Ted Koppel mirrors Fareed Zakaria in making the argument that America’s response to 9/11 has been an overreaction, noting that the “insidious thing about terrorism is that there is no such thing as absolute security.” He and he cites that mosque-near-Ground Zero debate and the pyrotechnic preacher.
He writes in the Washington Post, “We have raced to Afghanistan and Iraq, and more recently to Yemen and Somalia; we have created a swollen national security apparatus; and we are so absorbed in our own fury and so oblivious to our enemy’s intentions that we inflate the building of an Islamic center in Lower Manhattan into a national debate and watch, helpless, while a minister in Florida outrages even our friends in the Islamic world by threatening to burn copies of the Koran.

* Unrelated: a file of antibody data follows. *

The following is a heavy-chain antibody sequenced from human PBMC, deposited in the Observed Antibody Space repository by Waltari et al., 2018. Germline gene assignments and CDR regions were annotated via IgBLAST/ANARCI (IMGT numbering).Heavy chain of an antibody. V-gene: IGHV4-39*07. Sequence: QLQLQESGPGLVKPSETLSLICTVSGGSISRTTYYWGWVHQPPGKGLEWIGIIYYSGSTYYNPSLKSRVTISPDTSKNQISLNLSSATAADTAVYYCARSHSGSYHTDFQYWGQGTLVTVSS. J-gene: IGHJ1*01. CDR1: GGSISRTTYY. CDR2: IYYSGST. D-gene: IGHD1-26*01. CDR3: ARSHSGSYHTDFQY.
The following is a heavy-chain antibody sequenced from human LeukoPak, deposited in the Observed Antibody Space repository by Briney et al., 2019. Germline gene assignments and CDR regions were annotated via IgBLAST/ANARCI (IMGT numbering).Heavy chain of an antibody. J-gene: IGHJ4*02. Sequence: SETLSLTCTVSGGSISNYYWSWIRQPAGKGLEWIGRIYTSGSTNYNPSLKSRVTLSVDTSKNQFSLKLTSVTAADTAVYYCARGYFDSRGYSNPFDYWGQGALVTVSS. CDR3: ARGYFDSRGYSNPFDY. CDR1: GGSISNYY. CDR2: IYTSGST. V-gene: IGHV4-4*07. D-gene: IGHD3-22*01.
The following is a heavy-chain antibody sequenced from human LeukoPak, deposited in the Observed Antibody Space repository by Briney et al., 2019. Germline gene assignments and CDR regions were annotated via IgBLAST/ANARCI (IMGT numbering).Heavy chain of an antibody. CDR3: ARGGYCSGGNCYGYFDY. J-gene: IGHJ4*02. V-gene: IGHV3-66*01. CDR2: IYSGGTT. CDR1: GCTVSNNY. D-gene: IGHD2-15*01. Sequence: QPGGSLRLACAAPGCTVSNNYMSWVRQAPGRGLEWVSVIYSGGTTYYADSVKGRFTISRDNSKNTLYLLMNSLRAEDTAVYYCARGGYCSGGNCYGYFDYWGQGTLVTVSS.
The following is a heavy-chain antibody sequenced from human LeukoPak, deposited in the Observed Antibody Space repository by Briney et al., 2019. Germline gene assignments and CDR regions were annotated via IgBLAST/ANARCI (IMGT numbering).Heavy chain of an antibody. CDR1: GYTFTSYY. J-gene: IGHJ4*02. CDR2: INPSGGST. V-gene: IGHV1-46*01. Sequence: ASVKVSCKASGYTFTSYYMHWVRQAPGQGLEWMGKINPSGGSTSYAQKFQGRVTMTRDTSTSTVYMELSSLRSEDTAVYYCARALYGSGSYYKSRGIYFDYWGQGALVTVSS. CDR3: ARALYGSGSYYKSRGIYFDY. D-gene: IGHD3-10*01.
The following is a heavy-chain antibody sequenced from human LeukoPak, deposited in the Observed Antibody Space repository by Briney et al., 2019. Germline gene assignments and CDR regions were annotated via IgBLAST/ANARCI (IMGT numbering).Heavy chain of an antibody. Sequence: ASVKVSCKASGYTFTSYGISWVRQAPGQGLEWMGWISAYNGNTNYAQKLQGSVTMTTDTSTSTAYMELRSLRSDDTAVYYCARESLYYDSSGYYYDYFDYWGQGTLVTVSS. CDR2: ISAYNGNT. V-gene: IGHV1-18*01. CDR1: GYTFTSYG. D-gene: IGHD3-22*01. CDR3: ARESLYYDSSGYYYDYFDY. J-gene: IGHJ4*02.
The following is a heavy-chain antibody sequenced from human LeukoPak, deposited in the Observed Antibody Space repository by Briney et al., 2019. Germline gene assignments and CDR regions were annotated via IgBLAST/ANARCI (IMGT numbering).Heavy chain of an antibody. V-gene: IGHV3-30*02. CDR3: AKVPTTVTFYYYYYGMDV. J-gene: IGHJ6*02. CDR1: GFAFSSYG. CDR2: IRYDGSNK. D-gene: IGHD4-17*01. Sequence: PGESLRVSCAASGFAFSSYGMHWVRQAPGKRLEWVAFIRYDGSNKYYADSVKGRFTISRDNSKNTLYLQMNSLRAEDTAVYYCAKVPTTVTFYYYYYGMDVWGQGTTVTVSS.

“If bin Laden did not foresee all this, then he quickly came to understand it. In a 2004 video message, he boasted about leading America on the path to self-destruction. “All we have to do is send two mujaheddin . . . to raise a small piece of cloth on which is written ‘al-Qaeda’ in order to make the generals race there, to cause America to suffer human, economic and political losses.”
The preacher, with his 50 followers, never would have made the news in another era. He’d have been dismissed along with all of the other attention-seekers who tantalize newsrooms every day.